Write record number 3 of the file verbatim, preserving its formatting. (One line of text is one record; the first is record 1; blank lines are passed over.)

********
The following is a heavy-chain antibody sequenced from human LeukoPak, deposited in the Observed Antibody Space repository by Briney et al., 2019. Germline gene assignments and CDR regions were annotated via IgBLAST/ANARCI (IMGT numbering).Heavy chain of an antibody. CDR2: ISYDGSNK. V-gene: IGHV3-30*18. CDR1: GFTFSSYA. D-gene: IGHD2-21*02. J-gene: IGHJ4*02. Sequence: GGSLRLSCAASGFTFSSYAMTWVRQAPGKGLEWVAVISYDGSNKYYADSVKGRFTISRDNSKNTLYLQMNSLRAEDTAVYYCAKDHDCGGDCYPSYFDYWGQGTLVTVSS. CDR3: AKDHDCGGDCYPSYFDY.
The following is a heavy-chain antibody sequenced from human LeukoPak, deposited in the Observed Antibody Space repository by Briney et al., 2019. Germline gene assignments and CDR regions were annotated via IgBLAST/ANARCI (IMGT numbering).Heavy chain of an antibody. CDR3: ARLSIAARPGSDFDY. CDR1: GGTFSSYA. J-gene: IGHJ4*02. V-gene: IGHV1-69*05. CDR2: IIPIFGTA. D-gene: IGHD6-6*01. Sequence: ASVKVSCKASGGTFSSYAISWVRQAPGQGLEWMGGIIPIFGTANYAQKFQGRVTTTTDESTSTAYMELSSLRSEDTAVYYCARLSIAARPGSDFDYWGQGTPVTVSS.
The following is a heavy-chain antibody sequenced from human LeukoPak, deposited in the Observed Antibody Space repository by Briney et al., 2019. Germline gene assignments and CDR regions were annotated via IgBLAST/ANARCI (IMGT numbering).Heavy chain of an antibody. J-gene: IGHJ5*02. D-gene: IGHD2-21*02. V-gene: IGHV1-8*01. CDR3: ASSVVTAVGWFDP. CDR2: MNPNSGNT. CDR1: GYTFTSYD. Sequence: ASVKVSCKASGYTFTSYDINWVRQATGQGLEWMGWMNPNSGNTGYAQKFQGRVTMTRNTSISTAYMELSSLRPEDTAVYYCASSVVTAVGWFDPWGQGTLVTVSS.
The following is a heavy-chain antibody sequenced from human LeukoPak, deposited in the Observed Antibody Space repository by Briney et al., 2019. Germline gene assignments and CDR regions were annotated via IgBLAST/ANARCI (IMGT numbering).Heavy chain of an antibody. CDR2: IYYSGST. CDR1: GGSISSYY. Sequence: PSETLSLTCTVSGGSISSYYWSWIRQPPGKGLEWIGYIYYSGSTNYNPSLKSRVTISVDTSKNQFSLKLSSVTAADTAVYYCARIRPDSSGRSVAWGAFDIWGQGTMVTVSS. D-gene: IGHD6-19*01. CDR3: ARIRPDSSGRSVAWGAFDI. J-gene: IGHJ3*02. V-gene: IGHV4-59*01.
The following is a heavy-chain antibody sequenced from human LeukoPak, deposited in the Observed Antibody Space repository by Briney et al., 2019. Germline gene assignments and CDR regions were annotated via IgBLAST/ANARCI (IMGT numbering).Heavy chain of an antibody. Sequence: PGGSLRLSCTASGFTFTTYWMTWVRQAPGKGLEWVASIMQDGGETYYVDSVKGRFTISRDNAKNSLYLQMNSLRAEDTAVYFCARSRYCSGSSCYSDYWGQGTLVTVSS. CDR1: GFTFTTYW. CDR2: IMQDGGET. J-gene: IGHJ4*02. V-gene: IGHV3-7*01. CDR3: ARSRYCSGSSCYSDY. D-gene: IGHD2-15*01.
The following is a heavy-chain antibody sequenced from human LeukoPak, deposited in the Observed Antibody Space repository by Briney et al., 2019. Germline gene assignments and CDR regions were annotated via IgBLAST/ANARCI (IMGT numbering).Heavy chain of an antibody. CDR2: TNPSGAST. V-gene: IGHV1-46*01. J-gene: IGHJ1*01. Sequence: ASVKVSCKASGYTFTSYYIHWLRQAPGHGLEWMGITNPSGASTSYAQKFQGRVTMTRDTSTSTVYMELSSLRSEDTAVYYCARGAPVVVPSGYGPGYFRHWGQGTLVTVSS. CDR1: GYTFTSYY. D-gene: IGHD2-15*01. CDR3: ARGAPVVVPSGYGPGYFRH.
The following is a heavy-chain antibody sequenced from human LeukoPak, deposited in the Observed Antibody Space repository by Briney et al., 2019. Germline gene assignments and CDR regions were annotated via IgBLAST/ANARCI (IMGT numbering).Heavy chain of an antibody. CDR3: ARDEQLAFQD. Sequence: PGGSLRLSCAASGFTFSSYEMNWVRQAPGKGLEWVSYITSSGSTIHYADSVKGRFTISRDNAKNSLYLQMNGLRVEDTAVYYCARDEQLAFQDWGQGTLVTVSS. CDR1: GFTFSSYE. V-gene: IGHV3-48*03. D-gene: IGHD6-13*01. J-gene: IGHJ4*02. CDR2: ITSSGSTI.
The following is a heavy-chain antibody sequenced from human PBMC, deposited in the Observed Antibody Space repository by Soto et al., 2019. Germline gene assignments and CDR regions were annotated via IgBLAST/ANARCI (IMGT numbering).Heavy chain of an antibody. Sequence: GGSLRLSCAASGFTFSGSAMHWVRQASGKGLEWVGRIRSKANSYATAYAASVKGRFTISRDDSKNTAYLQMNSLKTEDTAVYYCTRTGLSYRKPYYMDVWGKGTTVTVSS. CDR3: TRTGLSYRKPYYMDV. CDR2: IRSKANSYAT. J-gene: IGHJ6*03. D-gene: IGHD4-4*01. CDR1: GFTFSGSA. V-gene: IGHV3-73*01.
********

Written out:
The following is a heavy-chain antibody sequenced from human LeukoPak, deposited in the Observed Antibody Space repository by Briney et al., 2019. Germline gene assignments and CDR regions were annotated via IgBLAST/ANARCI (IMGT numbering).Heavy chain of an antibody. J-gene: IGHJ5*02. D-gene: IGHD2-21*02. V-gene: IGHV1-8*01. CDR3: ASSVVTAVGWFDP. CDR2: MNPNSGNT. CDR1: GYTFTSYD. Sequence: ASVKVSCKASGYTFTSYDINWVRQATGQGLEWMGWMNPNSGNTGYAQKFQGRVTMTRNTSISTAYMELSSLRPEDTAVYYCASSVVTAVGWFDPWGQGTLVTVSS.